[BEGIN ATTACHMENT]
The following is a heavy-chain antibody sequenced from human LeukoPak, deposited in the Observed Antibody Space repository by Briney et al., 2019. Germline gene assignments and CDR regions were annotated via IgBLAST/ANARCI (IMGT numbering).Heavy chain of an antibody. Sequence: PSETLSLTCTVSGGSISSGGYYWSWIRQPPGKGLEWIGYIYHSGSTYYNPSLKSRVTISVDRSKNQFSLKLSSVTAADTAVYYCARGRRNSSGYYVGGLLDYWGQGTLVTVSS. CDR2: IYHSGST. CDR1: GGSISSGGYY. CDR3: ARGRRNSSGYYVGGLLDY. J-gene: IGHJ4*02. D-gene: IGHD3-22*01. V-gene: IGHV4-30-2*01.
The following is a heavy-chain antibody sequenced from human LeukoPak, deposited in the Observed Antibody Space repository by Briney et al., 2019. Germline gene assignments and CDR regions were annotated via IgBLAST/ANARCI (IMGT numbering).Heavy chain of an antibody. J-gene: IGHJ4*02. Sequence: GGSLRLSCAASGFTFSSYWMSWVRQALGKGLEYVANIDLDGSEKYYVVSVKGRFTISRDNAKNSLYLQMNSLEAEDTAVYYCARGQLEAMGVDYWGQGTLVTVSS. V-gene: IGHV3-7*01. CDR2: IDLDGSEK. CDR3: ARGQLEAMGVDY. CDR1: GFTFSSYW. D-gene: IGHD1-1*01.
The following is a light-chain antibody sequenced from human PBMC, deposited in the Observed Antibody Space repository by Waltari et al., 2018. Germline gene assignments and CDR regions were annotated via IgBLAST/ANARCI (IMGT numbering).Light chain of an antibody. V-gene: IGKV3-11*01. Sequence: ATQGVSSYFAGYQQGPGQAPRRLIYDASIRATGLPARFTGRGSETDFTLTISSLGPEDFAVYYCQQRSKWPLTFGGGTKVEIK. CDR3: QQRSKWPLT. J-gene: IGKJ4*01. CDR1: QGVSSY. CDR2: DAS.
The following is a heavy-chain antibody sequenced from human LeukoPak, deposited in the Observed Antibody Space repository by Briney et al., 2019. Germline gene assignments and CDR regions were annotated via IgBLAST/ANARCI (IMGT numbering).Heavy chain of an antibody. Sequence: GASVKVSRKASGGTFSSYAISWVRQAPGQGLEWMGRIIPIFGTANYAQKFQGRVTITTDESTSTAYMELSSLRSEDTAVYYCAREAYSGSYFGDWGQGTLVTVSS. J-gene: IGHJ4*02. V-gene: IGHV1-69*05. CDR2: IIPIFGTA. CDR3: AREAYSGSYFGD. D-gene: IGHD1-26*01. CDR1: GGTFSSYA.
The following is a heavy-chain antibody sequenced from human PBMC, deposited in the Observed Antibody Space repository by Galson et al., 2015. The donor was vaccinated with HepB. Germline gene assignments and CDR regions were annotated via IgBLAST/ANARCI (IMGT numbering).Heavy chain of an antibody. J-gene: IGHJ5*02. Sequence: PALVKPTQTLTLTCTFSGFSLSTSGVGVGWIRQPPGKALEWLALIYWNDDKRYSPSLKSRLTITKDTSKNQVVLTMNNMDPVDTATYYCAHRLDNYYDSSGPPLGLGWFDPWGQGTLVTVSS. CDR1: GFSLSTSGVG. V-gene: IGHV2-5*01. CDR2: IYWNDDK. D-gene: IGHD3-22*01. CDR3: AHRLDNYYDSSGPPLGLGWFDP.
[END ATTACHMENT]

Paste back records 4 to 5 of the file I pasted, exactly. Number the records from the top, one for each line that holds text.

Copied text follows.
The following is a heavy-chain antibody sequenced from human LeukoPak, deposited in the Observed Antibody Space repository by Briney et al., 2019. Germline gene assignments and CDR regions were annotated via IgBLAST/ANARCI (IMGT numbering).Heavy chain of an antibody. Sequence: GASVKVSRKASGGTFSSYAISWVRQAPGQGLEWMGRIIPIFGTANYAQKFQGRVTITTDESTSTAYMELSSLRSEDTAVYYCAREAYSGSYFGDWGQGTLVTVSS. J-gene: IGHJ4*02. V-gene: IGHV1-69*05. CDR2: IIPIFGTA. CDR3: AREAYSGSYFGD. D-gene: IGHD1-26*01. CDR1: GGTFSSYA.
The following is a heavy-chain antibody sequenced from human PBMC, deposited in the Observed Antibody Space repository by Galson et al., 2015. The donor was vaccinated with HepB. Germline gene assignments and CDR regions were annotated via IgBLAST/ANARCI (IMGT numbering).Heavy chain of an antibody. J-gene: IGHJ5*02. Sequence: PALVKPTQTLTLTCTFSGFSLSTSGVGVGWIRQPPGKALEWLALIYWNDDKRYSPSLKSRLTITKDTSKNQVVLTMNNMDPVDTATYYCAHRLDNYYDSSGPPLGLGWFDPWGQGTLVTVSS. CDR1: GFSLSTSGVG. V-gene: IGHV2-5*01. CDR2: IYWNDDK. D-gene: IGHD3-22*01. CDR3: AHRLDNYYDSSGPPLGLGWFDP.